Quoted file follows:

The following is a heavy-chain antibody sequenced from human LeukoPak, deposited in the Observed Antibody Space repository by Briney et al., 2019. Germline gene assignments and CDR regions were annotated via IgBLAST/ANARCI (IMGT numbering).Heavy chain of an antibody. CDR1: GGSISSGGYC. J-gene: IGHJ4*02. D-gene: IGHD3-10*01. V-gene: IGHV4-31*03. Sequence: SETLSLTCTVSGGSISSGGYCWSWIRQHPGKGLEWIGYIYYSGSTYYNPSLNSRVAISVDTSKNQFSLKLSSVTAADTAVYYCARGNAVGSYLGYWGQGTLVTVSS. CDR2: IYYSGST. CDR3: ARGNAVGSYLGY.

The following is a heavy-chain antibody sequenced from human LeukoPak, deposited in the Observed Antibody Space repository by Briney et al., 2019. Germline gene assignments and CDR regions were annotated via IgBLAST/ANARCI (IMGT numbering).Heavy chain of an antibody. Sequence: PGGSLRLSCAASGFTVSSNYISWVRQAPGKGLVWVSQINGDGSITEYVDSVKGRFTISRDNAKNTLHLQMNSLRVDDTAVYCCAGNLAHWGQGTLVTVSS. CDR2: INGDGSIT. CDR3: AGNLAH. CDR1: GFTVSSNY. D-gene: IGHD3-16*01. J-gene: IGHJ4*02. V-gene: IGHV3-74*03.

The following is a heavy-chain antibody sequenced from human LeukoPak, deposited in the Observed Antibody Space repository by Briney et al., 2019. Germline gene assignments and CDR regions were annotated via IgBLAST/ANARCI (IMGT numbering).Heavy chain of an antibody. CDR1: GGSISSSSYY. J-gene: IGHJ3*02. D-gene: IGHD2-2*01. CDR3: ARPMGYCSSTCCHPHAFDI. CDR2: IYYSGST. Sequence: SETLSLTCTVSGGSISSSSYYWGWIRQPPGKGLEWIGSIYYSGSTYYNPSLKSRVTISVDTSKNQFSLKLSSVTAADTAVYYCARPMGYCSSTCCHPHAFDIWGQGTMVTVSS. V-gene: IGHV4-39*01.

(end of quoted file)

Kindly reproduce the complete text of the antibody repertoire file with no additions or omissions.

The following is a heavy-chain antibody sequenced from human LeukoPak, deposited in the Observed Antibody Space repository by Briney et al., 2019. Germline gene assignments and CDR regions were annotated via IgBLAST/ANARCI (IMGT numbering).Heavy chain of an antibody. CDR1: GGSISSGGYC. J-gene: IGHJ4*02. D-gene: IGHD3-10*01. V-gene: IGHV4-31*03. Sequence: SETLSLTCTVSGGSISSGGYCWSWIRQHPGKGLEWIGYIYYSGSTYYNPSLNSRVAISVDTSKNQFSLKLSSVTAADTAVYYCARGNAVGSYLGYWGQGTLVTVSS. CDR2: IYYSGST. CDR3: ARGNAVGSYLGY.

The following is a heavy-chain antibody sequenced from human LeukoPak, deposited in the Observed Antibody Space repository by Briney et al., 2019. Germline gene assignments and CDR regions were annotated via IgBLAST/ANARCI (IMGT numbering).Heavy chain of an antibody. Sequence: PGGSLRLSCAASGFTVSSNYISWVRQAPGKGLVWVSQINGDGSITEYVDSVKGRFTISRDNAKNTLHLQMNSLRVDDTAVYCCAGNLAHWGQGTLVTVSS. CDR2: INGDGSIT. CDR3: AGNLAH. CDR1: GFTVSSNY. D-gene: IGHD3-16*01. J-gene: IGHJ4*02. V-gene: IGHV3-74*03.

The following is a heavy-chain antibody sequenced from human LeukoPak, deposited in the Observed Antibody Space repository by Briney et al., 2019. Germline gene assignments and CDR regions were annotated via IgBLAST/ANARCI (IMGT numbering).Heavy chain of an antibody. CDR1: GGSISSSSYY. J-gene: IGHJ3*02. D-gene: IGHD2-2*01. CDR3: ARPMGYCSSTCCHPHAFDI. CDR2: IYYSGST. Sequence: SETLSLTCTVSGGSISSSSYYWGWIRQPPGKGLEWIGSIYYSGSTYYNPSLKSRVTISVDTSKNQFSLKLSSVTAADTAVYYCARPMGYCSSTCCHPHAFDIWGQGTMVTVSS. V-gene: IGHV4-39*01.